SELECTING A DEATH BENEFICIARY FOR QUALIFIED PLAN BENEFITS CREATIVE FUNDING OF CREDIT SHELTER TRUSTS IN THE CONTEXT OF RETIREMENT BENEFITS

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1 SELECTING A DEATH BENEFICIARY FOR QUALIFIED PLAN BENEFITS CREATIVE FUNDING OF CREDIT SHELTER TRUSTS IN THE CONTEXT OF RETIREMENT BENEFITS 2004 Julius H. Giarmarco, Esq. Prepared By: Julius H. Giarmarco, J.D., LL.M. Giarmarco, Mullins & Horton, P.C. 101 West Big Beaver Road, Suite 1000 Troy, MI (248) Fax: (248)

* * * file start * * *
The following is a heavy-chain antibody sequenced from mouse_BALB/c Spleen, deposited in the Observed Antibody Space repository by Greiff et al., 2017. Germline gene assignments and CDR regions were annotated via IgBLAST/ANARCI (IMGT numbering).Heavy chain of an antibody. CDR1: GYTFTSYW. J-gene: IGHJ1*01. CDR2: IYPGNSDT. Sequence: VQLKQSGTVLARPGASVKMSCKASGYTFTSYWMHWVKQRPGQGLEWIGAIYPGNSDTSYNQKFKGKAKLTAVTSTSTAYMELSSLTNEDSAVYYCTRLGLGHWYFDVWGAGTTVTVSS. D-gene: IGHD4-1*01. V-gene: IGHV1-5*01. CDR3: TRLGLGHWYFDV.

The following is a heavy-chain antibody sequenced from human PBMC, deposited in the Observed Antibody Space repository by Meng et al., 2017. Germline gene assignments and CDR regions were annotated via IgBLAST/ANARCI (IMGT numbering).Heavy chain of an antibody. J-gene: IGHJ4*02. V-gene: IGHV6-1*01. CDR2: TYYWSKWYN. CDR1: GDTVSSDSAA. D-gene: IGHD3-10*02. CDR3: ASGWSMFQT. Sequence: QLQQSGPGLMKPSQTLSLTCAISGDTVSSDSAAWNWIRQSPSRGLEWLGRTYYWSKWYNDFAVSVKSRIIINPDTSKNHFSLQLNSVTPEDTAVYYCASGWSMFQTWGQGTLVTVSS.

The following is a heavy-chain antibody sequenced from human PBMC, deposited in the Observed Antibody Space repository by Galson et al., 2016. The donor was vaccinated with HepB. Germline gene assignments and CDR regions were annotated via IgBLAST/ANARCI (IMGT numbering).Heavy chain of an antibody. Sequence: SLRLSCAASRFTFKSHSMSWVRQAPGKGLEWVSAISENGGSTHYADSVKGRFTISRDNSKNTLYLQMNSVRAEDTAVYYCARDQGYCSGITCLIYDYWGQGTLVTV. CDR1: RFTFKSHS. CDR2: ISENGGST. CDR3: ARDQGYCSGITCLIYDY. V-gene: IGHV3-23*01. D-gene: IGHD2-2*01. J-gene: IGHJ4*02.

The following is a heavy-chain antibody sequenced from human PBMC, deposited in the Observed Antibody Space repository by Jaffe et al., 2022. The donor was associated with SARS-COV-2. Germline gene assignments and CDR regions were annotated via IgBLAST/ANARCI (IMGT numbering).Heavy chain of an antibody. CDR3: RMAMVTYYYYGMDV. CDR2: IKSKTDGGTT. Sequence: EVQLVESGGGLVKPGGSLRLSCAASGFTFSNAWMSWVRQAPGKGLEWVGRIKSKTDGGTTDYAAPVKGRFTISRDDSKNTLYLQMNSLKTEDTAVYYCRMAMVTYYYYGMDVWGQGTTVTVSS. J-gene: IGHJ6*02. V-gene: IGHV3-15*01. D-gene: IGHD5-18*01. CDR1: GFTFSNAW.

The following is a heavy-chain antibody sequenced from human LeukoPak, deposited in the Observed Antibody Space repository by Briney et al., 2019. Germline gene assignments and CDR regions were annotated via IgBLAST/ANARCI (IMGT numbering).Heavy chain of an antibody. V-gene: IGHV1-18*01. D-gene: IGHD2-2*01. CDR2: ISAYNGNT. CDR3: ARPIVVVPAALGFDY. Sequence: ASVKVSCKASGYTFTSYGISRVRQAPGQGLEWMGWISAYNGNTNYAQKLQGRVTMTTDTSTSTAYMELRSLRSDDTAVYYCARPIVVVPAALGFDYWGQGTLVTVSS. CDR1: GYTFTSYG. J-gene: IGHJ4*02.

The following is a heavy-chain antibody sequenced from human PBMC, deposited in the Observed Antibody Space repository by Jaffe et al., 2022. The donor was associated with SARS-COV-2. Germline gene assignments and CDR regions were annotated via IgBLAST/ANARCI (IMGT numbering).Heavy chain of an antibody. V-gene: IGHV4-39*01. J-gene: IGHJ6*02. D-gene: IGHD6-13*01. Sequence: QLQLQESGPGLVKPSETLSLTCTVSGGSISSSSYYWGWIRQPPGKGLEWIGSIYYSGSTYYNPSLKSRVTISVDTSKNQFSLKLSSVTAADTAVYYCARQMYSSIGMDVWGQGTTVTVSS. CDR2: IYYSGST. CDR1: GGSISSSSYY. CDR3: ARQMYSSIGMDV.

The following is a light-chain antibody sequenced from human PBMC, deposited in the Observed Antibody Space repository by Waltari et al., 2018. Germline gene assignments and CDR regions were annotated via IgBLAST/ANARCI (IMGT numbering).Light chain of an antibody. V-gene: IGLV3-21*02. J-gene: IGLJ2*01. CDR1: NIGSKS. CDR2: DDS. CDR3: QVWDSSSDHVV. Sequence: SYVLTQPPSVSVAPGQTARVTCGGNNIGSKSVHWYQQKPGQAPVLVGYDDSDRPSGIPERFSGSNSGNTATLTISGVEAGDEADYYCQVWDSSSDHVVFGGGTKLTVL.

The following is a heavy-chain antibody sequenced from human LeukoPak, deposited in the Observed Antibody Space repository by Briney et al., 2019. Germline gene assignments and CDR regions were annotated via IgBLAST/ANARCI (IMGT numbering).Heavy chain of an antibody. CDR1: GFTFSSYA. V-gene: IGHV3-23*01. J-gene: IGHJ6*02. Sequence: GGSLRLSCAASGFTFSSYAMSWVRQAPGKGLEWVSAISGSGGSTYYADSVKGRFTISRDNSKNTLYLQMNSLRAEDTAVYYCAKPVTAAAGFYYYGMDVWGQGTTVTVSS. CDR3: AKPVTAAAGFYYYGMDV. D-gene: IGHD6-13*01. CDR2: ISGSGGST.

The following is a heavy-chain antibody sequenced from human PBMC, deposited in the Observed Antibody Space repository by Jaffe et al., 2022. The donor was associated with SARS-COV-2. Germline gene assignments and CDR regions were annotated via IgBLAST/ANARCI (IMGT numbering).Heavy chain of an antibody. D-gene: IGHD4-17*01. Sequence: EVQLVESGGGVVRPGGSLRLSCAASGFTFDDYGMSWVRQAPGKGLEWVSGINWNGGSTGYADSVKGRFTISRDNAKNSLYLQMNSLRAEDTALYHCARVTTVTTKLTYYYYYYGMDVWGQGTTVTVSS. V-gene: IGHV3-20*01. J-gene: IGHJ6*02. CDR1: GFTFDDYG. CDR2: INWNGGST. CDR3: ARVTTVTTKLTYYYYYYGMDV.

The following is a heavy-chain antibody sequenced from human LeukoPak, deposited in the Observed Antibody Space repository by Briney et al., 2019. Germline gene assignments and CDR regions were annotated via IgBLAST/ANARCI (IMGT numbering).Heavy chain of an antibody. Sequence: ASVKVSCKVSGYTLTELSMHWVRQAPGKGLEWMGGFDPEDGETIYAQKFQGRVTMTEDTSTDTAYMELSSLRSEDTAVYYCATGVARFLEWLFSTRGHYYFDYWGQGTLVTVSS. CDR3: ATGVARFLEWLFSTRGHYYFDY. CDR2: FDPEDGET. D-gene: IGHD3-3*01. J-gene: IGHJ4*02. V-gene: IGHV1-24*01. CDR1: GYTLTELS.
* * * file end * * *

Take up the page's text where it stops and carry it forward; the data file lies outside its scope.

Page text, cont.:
2 SELECTING A DEATH BENEFICIARY FOR QUALIFIED PLAN BENEFITS I. GENERALLY. A. Threshold Inquiry Does it Matter? 1. If the qualified plan provides for an accelerated payout period (e.g., a payout within five years or in a lump sum) regardless of who the beneficiary is, then the fact that IRC Sec. 401(a)(9) would permit a longer payout period is irrelevant. 2. If so, get the benefits out of the plan and into an IRA if possible. B. Applicable Table. 1. Uniform Lifetime Table (Exhibit A). a. When participant reaches age 70 1/2, he/she must commence required minimum distributions (RMDs). b. The RMDs must be based on the Uniform Lifetime Table unless the participant s spouse is more than 10 years younger in which case the joint and survivor table is used. c. The participant can take the first RMD in the year he/she attains age 70 1/2, or can take two distributions in the following year (on April 1 st and December 31 st ). 2. Single Life Table (Exhibit B). C. Miscellaneous Issues. a. The beneficiary s life expectancy is determined as of his/her birthday in the calendar year immediately following the calendar year of the participant s death. b. In subsequent calendar years, the applicable distribution period is reduced by one for each calendar year that has elapsed since the calendar year immediately following the participant s death. 1. The participant should include a provision in his/her Will or trust directing and apportioning the payment of estate taxes on IRA and qualified plan benefits. This is particularly important when the IRA or plan beneficiaries are different than the estate or trust beneficiaries. 2. When naming an individual beneficiary of an IRA or qualified plan (i.e., spouse, child, etc.), make sure to name a contingent beneficiary. Otherwise, the default provisions under many plan documents is the participant s estate. See Article VI, A. 1., for the problem of naming the participant s estate as the beneficiary. 1